JACKSBORO, Tenn.: A Tennessee man who was among the last surviving members of the World War II jungle fighting unit known as Merrill’s Marauders has died at age 99.
James Eubaun Richardson of Jacksboro was among nearly 3,000 U.S. soldiers deployed in 1944 on a secret mission behind enemy lines in Japanese-occupied Burma. They battled hunger, disease and enemy troops while trekking roughly 1,000 miles (1,610 kilometers) to capture a Japanese-held airfield.
Barely 200 of the soldiers remained in the fight at the mission’s end, including Richardson who kept going despite malaria and a bullet wound to his shoulder.
I felt like dad never thought he was quite going to die, Richardson’s daughter, Judy Robinson, told The Associated Press on Wednesday. He had a grit that just seemed to stay with him.
Richardson was one of just nine surviving Merrill’s Marauders earlier this year when Congress voted to award the unit its highest honor: the Congressional Gold Medal.
“He said the ones that really deserved it were the ones who never came home, Robinson said.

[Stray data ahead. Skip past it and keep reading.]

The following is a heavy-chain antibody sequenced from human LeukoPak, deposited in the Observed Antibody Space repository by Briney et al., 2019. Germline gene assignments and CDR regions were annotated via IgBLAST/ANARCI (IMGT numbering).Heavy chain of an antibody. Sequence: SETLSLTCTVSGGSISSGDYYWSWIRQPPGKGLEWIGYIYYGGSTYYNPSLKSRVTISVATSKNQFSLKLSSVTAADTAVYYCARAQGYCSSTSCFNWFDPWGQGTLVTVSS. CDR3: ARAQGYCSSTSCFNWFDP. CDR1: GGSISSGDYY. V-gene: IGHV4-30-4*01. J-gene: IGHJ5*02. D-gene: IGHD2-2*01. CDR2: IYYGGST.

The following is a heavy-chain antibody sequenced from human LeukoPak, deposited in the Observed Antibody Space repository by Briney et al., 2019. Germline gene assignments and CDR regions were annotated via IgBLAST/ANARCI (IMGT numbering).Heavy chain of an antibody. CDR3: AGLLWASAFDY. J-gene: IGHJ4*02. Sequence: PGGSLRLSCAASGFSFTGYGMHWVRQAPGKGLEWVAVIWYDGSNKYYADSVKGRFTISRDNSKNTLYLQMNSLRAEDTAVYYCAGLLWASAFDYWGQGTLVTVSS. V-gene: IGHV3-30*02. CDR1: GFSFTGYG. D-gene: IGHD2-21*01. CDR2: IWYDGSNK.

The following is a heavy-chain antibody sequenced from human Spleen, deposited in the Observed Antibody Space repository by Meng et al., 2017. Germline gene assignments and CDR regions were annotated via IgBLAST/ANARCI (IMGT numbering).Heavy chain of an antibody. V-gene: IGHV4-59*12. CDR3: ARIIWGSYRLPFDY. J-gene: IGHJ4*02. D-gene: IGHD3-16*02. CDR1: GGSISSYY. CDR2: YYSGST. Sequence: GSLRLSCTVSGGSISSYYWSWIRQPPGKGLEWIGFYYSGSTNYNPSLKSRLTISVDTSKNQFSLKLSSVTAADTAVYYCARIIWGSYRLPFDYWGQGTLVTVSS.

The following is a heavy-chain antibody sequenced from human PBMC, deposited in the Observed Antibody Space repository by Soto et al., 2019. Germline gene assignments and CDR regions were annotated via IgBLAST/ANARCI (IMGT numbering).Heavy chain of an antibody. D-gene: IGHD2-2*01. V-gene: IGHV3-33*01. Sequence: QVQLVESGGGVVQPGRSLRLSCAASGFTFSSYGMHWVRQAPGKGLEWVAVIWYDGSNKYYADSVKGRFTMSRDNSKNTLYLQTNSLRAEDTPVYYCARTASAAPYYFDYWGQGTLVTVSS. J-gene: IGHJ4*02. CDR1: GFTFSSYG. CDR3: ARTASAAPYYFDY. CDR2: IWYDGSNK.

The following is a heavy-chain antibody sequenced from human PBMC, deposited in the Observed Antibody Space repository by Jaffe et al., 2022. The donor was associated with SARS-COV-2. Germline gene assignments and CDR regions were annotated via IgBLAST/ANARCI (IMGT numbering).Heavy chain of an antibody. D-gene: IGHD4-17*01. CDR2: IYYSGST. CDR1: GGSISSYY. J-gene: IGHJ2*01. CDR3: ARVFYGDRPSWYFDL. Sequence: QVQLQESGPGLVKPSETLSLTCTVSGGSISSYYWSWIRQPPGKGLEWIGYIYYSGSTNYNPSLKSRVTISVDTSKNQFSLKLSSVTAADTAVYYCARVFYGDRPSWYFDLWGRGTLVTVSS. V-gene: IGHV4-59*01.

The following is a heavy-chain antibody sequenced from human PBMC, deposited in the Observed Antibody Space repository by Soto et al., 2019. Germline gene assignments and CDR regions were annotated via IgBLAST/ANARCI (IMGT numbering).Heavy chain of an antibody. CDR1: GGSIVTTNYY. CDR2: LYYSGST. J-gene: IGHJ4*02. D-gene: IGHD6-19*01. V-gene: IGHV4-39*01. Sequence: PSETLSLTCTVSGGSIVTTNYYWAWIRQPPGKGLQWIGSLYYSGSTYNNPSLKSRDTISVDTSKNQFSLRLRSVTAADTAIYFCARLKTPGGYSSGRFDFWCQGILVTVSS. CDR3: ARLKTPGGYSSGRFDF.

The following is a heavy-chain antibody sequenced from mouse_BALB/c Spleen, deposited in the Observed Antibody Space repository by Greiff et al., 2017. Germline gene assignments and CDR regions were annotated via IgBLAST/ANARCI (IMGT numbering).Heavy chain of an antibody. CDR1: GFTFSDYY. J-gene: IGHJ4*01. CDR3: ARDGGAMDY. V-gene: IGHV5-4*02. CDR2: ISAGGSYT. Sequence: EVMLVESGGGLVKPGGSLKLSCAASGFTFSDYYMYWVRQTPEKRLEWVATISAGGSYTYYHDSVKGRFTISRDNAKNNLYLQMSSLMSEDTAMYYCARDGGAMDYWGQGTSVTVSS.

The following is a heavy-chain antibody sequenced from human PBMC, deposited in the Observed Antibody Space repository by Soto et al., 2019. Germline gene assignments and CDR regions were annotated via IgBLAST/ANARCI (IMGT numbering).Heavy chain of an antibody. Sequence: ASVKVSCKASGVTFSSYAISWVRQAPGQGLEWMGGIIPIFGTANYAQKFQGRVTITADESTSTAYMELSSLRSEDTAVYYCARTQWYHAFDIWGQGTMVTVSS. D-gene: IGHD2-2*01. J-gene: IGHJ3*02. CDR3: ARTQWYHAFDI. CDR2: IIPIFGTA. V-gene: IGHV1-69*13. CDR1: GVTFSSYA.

She said her father died Sunday after being hospitalized with complications from a progressive respiratory illness.
In Burma, Richardson was often dispatched alone into the jungle to deliver messages between officers, his daughter said. He earned a dozen medals including a Purple Heart and the Bronze Star.
Richardson left the Army in 1945 and returned home to Tennessee, where he spent three decades working at the Department of Energy’s Oak Ridge complex that made materials for nuclear bombs.
Robinson said her father stayed active throughout his life. He often attended events at Fort Benning, Georgia, where soldiers of the Armys elite 75th Ranger Regiment consider themselves proud descendants of Merrills Marauders.
She said Richardson also continued driving and clearing brush outside his home with a tractor until he was 98.
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